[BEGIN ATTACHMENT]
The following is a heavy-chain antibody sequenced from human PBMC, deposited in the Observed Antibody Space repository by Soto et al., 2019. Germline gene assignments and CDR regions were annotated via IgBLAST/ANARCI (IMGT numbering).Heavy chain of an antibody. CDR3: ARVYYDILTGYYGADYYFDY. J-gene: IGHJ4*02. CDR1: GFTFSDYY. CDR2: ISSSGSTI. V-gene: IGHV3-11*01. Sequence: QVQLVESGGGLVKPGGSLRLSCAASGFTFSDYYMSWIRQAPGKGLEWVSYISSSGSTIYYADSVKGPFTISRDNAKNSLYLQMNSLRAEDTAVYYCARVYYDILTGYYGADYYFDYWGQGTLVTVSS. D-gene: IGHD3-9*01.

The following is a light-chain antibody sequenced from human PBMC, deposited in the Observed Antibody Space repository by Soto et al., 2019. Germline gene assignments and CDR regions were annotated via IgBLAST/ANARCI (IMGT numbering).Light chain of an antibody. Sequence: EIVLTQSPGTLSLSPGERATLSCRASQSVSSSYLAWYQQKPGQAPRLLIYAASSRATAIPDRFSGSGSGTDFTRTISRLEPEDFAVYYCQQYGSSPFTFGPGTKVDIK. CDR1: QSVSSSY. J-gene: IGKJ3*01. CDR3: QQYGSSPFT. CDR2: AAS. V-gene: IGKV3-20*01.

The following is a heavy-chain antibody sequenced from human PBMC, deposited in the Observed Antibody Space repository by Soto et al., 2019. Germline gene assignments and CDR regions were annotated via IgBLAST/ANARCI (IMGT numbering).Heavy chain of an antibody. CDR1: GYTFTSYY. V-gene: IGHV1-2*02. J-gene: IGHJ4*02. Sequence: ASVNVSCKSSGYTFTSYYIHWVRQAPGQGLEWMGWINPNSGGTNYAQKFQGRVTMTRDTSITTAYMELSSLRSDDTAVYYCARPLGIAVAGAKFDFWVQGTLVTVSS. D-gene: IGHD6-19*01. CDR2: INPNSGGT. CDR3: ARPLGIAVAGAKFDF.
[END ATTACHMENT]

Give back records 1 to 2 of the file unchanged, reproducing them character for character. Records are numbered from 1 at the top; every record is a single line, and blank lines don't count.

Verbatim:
The following is a heavy-chain antibody sequenced from human PBMC, deposited in the Observed Antibody Space repository by Soto et al., 2019. Germline gene assignments and CDR regions were annotated via IgBLAST/ANARCI (IMGT numbering).Heavy chain of an antibody. CDR3: ARVYYDILTGYYGADYYFDY. J-gene: IGHJ4*02. CDR1: GFTFSDYY. CDR2: ISSSGSTI. V-gene: IGHV3-11*01. Sequence: QVQLVESGGGLVKPGGSLRLSCAASGFTFSDYYMSWIRQAPGKGLEWVSYISSSGSTIYYADSVKGPFTISRDNAKNSLYLQMNSLRAEDTAVYYCARVYYDILTGYYGADYYFDYWGQGTLVTVSS. D-gene: IGHD3-9*01.

The following is a light-chain antibody sequenced from human PBMC, deposited in the Observed Antibody Space repository by Soto et al., 2019. Germline gene assignments and CDR regions were annotated via IgBLAST/ANARCI (IMGT numbering).Light chain of an antibody. Sequence: EIVLTQSPGTLSLSPGERATLSCRASQSVSSSYLAWYQQKPGQAPRLLIYAASSRATAIPDRFSGSGSGTDFTRTISRLEPEDFAVYYCQQYGSSPFTFGPGTKVDIK. CDR1: QSVSSSY. J-gene: IGKJ3*01. CDR3: QQYGSSPFT. CDR2: AAS. V-gene: IGKV3-20*01.